The Unexpected Tax Benefits of Post-Vest Holding Requirements in Canada

Published: May 2016


Canada offers extra tax benefits for equity awards with mandatory holding periods, making them even more attractive to employers. We explain how to maximize the benefits.

Share awards subject to post-vest holding requirements are an emerging trend in the United States (US) that will likely increase in popularity in Canada because of tax and accounting-related benefits. In the US, there are accounting discounts for post-vest holding requirements, but the Canadian tax system provides additional benefits. This article explores what these tax benefits are and recommendations for designing post-vest hold requirements that comply with the Canadian regulatory environment.

How to Apply Discounts

Post-vest holding requirements are a different, and in many cases better, approach to obtaining the governance benefits of minimum shareholding requirements. A minimum shareholding approach requires that an executive's investment portfolio contain at least a specified number of employer shares, whereas a post-vest holding period requires that the specific shares obtained under an equity award continue to be held for a minimally required period of time. Minimum shareholding requirements are viewed favorably by both institutional shareholders and proxy advisory firms, and generally improve an issuer's governance ratings, which can provide a boost to say-on-pay results. Yet, while the minimum shareholding approach provides greater flexibility and high-level benefits to a company, the tax benefits associated with shares that carry post-vest holding restrictions ultimately makes them more preferable to employers and award recipients.

There is typically a reduction in the fair value of shares with post-vest holding periods since these provisions result in a temporary loss of liquidity. For accounting purposes, the expense to be recognized for compensation paid in shares is based on fair value and its reduction translates directly into reduced compensation expense for companies.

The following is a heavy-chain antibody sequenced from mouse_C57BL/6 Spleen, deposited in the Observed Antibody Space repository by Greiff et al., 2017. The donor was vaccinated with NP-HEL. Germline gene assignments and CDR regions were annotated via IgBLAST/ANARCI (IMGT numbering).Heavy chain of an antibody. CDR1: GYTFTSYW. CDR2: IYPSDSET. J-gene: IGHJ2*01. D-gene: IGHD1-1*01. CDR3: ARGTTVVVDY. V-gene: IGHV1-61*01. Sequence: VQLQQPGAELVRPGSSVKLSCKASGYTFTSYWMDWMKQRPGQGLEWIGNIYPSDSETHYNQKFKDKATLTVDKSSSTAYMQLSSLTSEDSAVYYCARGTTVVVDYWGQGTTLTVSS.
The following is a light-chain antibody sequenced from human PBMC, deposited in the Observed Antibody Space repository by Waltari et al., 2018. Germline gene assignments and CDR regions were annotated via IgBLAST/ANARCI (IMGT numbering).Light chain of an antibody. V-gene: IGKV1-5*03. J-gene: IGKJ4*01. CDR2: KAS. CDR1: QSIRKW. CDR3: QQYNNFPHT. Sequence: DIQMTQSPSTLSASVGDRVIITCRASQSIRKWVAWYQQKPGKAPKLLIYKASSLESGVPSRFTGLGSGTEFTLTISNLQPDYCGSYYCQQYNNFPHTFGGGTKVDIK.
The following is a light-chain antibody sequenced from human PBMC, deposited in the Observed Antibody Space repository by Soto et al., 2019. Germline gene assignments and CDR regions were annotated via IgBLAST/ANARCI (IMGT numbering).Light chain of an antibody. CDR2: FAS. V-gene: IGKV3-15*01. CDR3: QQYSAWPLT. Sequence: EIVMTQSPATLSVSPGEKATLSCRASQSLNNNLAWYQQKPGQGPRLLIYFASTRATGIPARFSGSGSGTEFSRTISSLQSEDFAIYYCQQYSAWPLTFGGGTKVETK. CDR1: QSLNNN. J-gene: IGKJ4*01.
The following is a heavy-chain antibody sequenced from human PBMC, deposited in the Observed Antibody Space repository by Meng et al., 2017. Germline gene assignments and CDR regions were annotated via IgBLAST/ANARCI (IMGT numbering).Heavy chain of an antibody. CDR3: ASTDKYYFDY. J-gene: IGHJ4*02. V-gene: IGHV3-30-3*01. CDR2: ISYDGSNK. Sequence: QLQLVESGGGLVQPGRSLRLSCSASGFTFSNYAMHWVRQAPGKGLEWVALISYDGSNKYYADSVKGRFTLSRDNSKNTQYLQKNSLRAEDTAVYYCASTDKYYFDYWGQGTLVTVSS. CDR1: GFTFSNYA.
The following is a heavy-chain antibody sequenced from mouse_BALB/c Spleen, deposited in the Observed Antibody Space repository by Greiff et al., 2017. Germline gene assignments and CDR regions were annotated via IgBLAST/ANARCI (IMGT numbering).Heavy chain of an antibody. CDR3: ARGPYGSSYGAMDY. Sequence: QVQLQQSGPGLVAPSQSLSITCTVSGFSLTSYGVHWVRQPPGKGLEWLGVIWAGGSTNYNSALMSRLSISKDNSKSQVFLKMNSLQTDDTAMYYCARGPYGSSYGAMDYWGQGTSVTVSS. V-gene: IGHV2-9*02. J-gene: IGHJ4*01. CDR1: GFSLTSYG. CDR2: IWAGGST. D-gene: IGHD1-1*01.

In Canada, holding requirements can also result in a reduction in tax for the executive. Under Canadian tax rules, holding requirements that reduce the value of a share also reduces the taxable value of the benefit obtained by an executive receiving the share; therefore, executives will report a smaller taxable income from the awards. The adjusted cost base for the purposes of calculating capital gains or losses upon disposition of the share is equal to the executive's taxable benefit upon receipt of the share. All proceeds of disposition greater than the taxable benefit will be treated as a capital gain and will be taxed at half the regular rate.

Below is a simple example which assumes the following facts:

  • The fair value of XYZ Company shares on the open market is $10 at vesting
  • The total value of the award that vests is $100,000
  • Executive A and Executive B receive a stock award that vests at $100,000
  • The awards have a tax rate of 50%

Now, for the specifics about the awards:

  • Executive A receives $50,000 worth of Restricted Shares (7,143 shares with a value of $7 each) and $50,000 is remitted in withholding tax
    • These shares are subject to a three-year post-vest holding requirement, reducing the share's fair value from $10 to $7 (a 30% reduction)